Highland’s first community garden for youth is producing veggies and a lot more

From an empty lot a few months ago to a cornucopia of fresh vegetables today, the first year of the Highland Community Garden is proving to be a big success.

The ribbon cutting at the garden was in April. The 10-15 Gastonia teenagers who’ve spent months tending the garden are now gathering the tomatoes, cucumbers, watermelon, okra, sweet corn and zucchini from the plants they put in the soil in the spring.

“They’ve been out in the heat, watering their plants,” said City of Gastonia Community Services Director Vincent Wong of the young gardeners. “They’ve planted, watered, weeded and are now harvesting. And in the process, they’ve learned some patience, accountability and discipline,” Wong said. The young people have formed a 4-H club, calling themselves the “Highland Cultivators.”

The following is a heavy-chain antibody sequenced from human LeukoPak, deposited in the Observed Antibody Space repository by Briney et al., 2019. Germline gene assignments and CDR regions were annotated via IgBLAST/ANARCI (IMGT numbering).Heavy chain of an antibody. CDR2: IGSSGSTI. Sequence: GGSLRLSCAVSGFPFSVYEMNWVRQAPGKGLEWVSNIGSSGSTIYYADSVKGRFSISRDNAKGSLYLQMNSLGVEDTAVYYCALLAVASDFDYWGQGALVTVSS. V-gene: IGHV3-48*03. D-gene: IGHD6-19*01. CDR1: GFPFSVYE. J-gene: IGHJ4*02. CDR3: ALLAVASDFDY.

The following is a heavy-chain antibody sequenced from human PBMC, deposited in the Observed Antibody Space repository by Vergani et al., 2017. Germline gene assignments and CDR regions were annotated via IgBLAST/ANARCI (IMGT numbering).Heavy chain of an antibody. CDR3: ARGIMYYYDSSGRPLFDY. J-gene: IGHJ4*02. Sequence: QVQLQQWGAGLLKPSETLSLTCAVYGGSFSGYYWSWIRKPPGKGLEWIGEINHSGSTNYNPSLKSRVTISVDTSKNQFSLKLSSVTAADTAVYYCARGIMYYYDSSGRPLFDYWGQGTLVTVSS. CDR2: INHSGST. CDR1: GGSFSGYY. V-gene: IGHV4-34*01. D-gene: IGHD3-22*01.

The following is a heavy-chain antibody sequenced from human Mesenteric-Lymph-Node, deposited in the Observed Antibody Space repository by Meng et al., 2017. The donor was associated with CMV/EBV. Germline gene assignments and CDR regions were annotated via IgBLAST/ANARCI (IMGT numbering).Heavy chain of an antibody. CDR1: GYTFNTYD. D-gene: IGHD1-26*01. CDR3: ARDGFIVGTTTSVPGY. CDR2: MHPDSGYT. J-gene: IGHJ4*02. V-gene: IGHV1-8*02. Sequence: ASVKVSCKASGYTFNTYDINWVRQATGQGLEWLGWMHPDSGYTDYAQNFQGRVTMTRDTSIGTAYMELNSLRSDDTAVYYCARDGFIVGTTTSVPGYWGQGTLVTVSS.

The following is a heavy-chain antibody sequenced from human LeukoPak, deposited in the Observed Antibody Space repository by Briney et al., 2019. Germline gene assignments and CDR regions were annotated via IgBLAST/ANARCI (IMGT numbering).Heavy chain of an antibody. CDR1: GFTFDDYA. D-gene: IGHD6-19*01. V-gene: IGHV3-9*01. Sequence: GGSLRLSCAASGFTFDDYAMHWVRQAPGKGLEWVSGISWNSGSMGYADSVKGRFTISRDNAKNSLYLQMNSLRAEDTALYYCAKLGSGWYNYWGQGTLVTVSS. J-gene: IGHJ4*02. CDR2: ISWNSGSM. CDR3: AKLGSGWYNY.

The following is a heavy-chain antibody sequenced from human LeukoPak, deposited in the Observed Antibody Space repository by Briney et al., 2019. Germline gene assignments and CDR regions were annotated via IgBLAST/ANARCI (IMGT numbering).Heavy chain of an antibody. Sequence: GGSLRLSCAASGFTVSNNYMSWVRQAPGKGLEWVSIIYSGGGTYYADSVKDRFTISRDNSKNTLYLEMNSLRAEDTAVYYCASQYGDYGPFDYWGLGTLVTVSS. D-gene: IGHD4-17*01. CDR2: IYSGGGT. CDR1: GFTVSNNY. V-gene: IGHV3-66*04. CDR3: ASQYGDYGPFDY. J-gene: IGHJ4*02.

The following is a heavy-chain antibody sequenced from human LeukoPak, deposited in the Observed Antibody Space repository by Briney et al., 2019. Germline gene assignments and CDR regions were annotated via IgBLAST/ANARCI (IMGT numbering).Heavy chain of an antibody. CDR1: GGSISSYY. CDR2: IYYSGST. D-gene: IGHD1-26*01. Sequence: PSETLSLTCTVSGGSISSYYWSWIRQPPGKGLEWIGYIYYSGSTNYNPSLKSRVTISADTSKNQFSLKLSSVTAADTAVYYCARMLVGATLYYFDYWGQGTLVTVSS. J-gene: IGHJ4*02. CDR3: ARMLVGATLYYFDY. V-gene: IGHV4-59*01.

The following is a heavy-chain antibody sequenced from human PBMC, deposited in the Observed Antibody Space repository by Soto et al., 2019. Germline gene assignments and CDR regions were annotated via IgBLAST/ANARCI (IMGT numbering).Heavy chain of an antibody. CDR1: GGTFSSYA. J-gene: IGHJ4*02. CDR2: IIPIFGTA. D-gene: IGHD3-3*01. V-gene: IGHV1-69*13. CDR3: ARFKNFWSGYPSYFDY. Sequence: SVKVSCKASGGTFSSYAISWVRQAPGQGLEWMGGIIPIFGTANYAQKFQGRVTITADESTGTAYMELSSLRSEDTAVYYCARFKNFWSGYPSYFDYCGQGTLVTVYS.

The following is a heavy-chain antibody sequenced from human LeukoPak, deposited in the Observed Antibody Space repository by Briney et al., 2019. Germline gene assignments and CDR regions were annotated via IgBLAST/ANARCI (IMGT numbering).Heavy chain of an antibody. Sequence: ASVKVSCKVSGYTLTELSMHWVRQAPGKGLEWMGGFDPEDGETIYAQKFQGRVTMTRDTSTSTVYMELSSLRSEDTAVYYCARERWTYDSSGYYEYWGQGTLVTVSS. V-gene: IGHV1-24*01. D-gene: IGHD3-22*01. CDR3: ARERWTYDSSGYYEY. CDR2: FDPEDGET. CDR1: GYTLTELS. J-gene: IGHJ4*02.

The garden is on a City-owned lot and was built with federal Community Development Block Grant money. Other partners include the Gaston County Health and Human Services Department, Gaston Family Health Services, Gaston County Cooperative Extension, and community members who are master gardeners.

“This is only possible because of the active participation and collaborative partnerships,” Wong said. “We took a vacant lot that was not buildable and turned it into a place where residents are taking ownership and volunteering their time to make sure the garden stays successful.”

For now, most of the bounty is going home with the teenage gardeners. But Wong says the 4-H club may also sell some produce to residents in the Highland community.

Photos begin with soil preparation in April and continue through harvesting of produce in August.

Three photos of young people preparing garden beds for plantingThree photos of young people shoveling soil and plantingThree photos of young people and garden plantsThree photos of young people harvesting sweet corn and an onion